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First they came for the communists,
but I was not a communist, so I did not speak out. Then they came for the socialists
and the trade unionists, but I was neither, so I did not speak out. Then they
came for the Jews, but I was not a Jew, so I did not speak out. And when they
came for me, there was no one left to speak out for me.
– Pastor Martin Niemoeller.
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|So You Want Government Health Care? - Thursday, August 16, 2007
King Hospital Closes
So You Want Government Health Care?
David C. Stolinsky, MD
If you don’t live in the Los Angeles area, you may not have heard of Martin Luther King Hospital. But soon it won’t matter – it’s closing. The closure of this much-needed hospital gives us a lesson on how not to provide health care.
The hospital opens.
After the Watts riots of 1965, Los Angeles officials finally listened to complaints of the black community, including lack of a nearby public hospital. A new hospital was built in South Central Los Angeles, which then was largely African American.
In 1972 the hospital opened with 537 beds and active outpatient clinics. The emergency department was upgraded to a trauma center and was extremely busy. So many gunshot wounds were treated that before the outbreak of the Middle East war, the Army sent doctors there to get experience with battlefield-type trauma.
The hospital changes its name.
For centuries the name “hospital” denoted a place where doctors and nurses dedicated their lives to caring for the sick and injured. But somehow that noble ideal no longer is considered “intellectual,” so many hospitals were renamed to emphasize teaching rather than patient care. Though I spent my professional life in clinical teaching, I found this change problematic. I worried that devaluing patient care was not a positive sign.
The place where I spent most of my time used to be called Los Angeles County General Hospital, but it was renamed Los Angeles County-University of Southern California Medical Center. Harbor General Hospital was renamed Harbor-UCLA Medical Center. The obvious course was to affiliate King Hospital with one of our two medical schools, USC or UCLA.
But the African American power structure that ran King did not want to become what they viewed as subservient to largely white medical schools. So the Charles R. Drew University of Medicine and Science was established. Drew was a black physician who was a pioneer in blood transfusion. The new name was King-Drew Medical Center. No one can blame people for wanting their “own thing.” But with two top medical schools in town, did we really need a third?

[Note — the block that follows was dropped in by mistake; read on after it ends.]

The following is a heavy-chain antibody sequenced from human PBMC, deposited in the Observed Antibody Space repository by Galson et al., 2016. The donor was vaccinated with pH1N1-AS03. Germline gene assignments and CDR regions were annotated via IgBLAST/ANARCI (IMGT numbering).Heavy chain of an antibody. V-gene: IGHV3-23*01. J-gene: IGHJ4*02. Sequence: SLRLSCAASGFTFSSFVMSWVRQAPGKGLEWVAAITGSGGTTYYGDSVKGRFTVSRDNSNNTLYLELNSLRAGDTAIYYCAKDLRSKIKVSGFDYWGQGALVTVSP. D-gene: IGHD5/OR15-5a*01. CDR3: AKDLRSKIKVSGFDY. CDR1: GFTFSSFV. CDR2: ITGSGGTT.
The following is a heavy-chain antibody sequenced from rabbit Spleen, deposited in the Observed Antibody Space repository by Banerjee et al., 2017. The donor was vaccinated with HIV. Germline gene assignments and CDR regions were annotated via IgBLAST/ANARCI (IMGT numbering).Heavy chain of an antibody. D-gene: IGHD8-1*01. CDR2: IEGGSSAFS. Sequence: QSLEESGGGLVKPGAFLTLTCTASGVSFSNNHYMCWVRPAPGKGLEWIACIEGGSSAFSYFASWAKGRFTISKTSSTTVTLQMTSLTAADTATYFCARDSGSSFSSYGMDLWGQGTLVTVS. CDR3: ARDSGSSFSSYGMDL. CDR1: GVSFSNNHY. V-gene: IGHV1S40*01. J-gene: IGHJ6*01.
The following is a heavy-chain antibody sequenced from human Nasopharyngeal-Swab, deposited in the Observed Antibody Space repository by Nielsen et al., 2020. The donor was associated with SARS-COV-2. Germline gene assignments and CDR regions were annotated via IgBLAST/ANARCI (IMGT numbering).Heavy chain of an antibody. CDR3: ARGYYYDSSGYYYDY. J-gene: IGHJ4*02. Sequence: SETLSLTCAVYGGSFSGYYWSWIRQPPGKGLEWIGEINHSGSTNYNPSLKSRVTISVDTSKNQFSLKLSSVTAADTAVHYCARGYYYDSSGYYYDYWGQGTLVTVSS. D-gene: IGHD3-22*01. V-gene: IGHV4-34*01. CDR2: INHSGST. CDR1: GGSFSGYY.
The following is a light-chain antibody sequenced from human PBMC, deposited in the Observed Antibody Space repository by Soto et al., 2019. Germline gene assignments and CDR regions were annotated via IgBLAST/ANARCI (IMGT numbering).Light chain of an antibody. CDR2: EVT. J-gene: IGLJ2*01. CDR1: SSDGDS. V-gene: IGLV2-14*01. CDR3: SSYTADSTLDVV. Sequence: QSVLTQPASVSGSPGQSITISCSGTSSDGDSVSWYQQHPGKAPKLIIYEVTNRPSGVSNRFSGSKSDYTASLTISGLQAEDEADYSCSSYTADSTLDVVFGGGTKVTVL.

In retrospect this was the first step downhill. Instead of affiliating the hospital with a medical school, a new school was created for the avowed purpose of assuring black students a place in health-care education. But the actual purpose was to assure that the black power structure retained control. There is nothing wrong with this goal – if it could be achieved while retaining excellence. But that’s a big if. In real life, excellence and control are often conflicting goals. In real life, we may have to choose which we value more.
We may have to choose whether we want to control health care, or whether we want quality health care. If you doubt this, look at the waiting times for appointments with specialists or for elective surgery. The months-long waiting times at King are similar to the waiting times for all patients in Canada and Britain. Does that tell us something?
The hospital gets a nickname.
When I worked at LA County-USC Medical Center, patients – mainly African American – often expressed relief that they were there rather than at King, which they called “Killer King.” Paramedics reported that patients from South Central often asked to be taken to “Big County,” even though the trip was longer. This was a sign that the hospital was serving the black power structure, not the black community.
Patients reported incidents of bad medical and nursing care, but we had no way to verify these stories. Sometimes a sad tale appeared in the Los Angeles Times, but such reports were rare. I couldn’t tell whether the rarity of these reports was due to the rarity of cases of bad care, or to the Times’ fear of being politically incorrect.
Once the hospital was identified as the “black hospital,” any criticism could be seen as anti-black. We all dislike criticism, but we need it to help us recognize and solve problems. James Baldwin, the noted African American writer, said that when he was at a dinner party, he would make an intentionally absurd remark. If nobody corrected him, he knew he was in the presence of racists who expected less of him. The same principle applies here. Withholding criticism is a sign of condescension, not respect.